the compiler reports statically only obvious cases where the use of a
variable is outside an expression set to be executed later.

> But I do no such thing for functions, they just run on the stack
> (even though their stack frames are heap allocated, the return
> addresses are not).

I don't like imposing arbitrary resource limits without a good reason.
The stack of my implementation is resized when needed, so there is no
reason to avoid deep recursion if it only replaced a deep stack with a
long heap-allocated list. For example Map on lists is implemented in the
traditional non-tail-recursive way, and it works for long lists too.

A small stack size would be a problem for threads.

Since arguments and the return address are passed in global C variables,
there is no need to allocate a stack frame in many short functions which
don't contain non-tail calls, and in others it's often allocated only in
those execution paths which need it. So the fact that allocation of a
stack frame performs an overflow check should not be a big worry.

I think there are two major performance problems (but just guessing):

1. Since the virtual registers are in global C variables, there is lot
   of moving data to and from them, even in simple functions. Putting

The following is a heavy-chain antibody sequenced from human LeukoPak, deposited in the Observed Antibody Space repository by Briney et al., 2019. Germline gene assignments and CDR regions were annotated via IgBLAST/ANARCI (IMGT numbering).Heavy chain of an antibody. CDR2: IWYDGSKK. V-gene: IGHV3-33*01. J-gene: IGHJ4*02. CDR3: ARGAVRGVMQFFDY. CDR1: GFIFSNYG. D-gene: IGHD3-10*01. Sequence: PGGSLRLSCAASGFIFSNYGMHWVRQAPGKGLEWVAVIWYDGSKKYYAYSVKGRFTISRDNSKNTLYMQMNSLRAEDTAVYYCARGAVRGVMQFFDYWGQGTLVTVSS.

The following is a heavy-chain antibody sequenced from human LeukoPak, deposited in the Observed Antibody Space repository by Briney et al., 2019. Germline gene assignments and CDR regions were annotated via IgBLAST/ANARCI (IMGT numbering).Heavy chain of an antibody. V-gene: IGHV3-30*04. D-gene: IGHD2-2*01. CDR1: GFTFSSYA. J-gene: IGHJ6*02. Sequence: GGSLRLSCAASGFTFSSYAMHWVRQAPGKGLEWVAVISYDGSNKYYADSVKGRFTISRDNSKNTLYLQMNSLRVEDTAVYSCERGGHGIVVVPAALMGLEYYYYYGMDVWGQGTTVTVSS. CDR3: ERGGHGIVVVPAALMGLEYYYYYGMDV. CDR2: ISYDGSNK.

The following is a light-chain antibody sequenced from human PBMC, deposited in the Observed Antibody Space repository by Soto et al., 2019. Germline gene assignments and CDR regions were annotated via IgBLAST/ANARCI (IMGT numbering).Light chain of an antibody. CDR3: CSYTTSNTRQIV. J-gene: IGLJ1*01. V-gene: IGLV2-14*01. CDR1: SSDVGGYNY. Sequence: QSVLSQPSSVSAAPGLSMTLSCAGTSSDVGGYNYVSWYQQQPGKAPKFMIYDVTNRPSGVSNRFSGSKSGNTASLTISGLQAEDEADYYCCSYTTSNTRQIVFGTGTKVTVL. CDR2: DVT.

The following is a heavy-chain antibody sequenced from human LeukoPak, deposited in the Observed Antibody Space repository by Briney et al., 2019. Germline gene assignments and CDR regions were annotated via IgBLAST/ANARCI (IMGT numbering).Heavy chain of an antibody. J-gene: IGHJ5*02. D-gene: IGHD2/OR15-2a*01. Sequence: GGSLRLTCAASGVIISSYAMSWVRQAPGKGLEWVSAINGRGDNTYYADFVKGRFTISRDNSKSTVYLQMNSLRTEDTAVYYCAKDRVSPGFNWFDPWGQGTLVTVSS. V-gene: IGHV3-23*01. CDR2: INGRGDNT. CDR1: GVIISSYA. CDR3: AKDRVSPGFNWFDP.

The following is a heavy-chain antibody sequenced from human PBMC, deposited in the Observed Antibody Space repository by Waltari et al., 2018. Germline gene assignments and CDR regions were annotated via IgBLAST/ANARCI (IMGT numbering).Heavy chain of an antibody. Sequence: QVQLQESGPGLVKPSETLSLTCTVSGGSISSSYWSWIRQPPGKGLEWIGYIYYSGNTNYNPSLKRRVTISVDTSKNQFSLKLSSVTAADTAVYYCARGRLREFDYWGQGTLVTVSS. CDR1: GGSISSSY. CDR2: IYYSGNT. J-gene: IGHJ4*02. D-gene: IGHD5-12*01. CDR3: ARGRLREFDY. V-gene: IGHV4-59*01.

some global variables in machine registers, possible in GCC, is
   problematic: on x86 there are so few registers that gcc sometimes
   fails to generate code when %esi or %edi are taken, and of course it
   generates worse code if fewer registers are available.

   I tried to put some variables in physical registers, the improvement
   was not big. Perhaps I will try again now, the code generator has
   evolved a bit since then.

2. Ordinary code uses dynamic dispatch a lot, e.g. for all arithmetic,
   and currently the only way to avoid that is to use inline C code
   (similar to inline asm in C). Even some type inference would not
   help much because of bignums (did I say that I hate arbitrary
   limitations? I can't just not have bignums!). Even if I implement
   inlining, not much could be inlined from a dispatched function.
   Performing the dispatch statically when possible would be very

   __("<         Marcin Kowalczyk
   \__/       qrczak@knm.org.pl
    ^^     http://qrnik.knm.org.pl/~qrczak/

To unsubscribe, mail caml-list-request@inria.fr Archives: http://caml.inria.fr
Bug reports: http://caml.inria.fr/bin/caml-bugs FAQ: http://caml.inria.fr/FAQ/
Beginner's list: http://groups.yahoo.com/group/ocaml_beginners